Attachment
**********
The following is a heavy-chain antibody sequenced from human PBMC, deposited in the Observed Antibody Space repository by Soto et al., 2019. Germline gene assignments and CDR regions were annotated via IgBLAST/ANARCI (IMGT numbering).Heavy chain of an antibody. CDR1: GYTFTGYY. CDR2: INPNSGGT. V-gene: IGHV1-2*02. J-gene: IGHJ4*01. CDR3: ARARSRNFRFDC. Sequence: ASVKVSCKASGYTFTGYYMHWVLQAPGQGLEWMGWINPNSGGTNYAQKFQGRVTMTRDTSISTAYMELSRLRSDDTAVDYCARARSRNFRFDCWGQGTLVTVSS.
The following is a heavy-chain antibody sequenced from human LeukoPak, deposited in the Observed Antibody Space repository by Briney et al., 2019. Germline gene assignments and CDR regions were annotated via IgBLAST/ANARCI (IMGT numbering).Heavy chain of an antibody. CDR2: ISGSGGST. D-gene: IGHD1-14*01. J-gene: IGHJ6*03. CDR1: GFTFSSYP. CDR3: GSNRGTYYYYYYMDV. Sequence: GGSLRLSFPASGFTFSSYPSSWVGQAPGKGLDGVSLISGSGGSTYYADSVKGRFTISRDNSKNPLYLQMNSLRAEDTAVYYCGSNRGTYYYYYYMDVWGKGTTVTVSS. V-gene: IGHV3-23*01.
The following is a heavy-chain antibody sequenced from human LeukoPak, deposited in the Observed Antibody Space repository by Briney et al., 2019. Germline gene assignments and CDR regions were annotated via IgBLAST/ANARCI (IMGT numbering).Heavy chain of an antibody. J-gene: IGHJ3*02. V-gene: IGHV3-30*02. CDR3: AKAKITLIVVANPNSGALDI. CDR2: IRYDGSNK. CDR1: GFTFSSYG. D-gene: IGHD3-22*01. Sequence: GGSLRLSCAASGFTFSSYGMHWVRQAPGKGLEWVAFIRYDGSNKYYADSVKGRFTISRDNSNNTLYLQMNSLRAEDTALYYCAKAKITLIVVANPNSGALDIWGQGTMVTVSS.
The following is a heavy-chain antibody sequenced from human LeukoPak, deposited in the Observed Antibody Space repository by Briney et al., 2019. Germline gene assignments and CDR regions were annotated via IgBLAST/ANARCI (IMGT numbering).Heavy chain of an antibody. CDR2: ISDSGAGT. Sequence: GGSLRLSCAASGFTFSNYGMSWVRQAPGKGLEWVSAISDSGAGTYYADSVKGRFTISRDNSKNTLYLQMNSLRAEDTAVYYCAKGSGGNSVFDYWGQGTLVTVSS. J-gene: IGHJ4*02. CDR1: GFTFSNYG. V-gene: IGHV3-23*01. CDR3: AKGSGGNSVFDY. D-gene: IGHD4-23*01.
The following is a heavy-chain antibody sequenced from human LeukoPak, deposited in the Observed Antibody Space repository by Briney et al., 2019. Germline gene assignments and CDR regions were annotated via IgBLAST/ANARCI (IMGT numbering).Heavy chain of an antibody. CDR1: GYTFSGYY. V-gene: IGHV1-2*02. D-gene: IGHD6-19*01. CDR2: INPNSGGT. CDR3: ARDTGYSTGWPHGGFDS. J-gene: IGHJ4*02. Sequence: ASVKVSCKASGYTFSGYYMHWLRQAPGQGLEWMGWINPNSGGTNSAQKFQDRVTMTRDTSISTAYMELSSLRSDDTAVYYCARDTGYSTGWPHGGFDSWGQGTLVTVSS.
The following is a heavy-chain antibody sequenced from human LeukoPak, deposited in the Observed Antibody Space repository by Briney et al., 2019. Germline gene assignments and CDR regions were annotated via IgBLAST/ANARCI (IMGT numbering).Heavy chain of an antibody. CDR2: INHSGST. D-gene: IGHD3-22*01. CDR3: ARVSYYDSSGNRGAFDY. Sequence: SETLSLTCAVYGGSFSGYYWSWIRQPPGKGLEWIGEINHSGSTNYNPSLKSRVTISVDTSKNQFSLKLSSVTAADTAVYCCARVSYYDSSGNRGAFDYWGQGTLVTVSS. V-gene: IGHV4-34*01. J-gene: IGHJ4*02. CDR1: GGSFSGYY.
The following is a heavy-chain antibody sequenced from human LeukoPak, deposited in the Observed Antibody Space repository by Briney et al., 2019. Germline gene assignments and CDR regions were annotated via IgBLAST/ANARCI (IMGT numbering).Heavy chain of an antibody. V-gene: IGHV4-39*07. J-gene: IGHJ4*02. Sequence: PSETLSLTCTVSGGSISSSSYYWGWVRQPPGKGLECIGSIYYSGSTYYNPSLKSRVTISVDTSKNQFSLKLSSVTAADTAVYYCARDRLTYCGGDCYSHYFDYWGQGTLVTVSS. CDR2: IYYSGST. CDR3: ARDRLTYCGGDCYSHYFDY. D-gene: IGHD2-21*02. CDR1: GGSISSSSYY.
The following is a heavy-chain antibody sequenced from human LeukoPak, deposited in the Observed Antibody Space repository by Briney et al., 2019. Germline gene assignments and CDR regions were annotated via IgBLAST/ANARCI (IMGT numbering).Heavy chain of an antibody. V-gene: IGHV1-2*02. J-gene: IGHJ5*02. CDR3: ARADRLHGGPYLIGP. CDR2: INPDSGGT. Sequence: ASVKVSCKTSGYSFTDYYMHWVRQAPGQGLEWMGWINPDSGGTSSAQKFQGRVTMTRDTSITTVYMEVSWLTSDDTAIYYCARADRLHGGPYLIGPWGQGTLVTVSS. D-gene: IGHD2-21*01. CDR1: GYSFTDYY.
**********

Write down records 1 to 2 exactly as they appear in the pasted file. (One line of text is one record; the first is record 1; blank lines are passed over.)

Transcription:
The following is a heavy-chain antibody sequenced from human PBMC, deposited in the Observed Antibody Space repository by Soto et al., 2019. Germline gene assignments and CDR regions were annotated via IgBLAST/ANARCI (IMGT numbering).Heavy chain of an antibody. CDR1: GYTFTGYY. CDR2: INPNSGGT. V-gene: IGHV1-2*02. J-gene: IGHJ4*01. CDR3: ARARSRNFRFDC. Sequence: ASVKVSCKASGYTFTGYYMHWVLQAPGQGLEWMGWINPNSGGTNYAQKFQGRVTMTRDTSISTAYMELSRLRSDDTAVDYCARARSRNFRFDCWGQGTLVTVSS.
The following is a heavy-chain antibody sequenced from human LeukoPak, deposited in the Observed Antibody Space repository by Briney et al., 2019. Germline gene assignments and CDR regions were annotated via IgBLAST/ANARCI (IMGT numbering).Heavy chain of an antibody. CDR2: ISGSGGST. D-gene: IGHD1-14*01. J-gene: IGHJ6*03. CDR1: GFTFSSYP. CDR3: GSNRGTYYYYYYMDV. Sequence: GGSLRLSFPASGFTFSSYPSSWVGQAPGKGLDGVSLISGSGGSTYYADSVKGRFTISRDNSKNPLYLQMNSLRAEDTAVYYCGSNRGTYYYYYYMDVWGKGTTVTVSS. V-gene: IGHV3-23*01.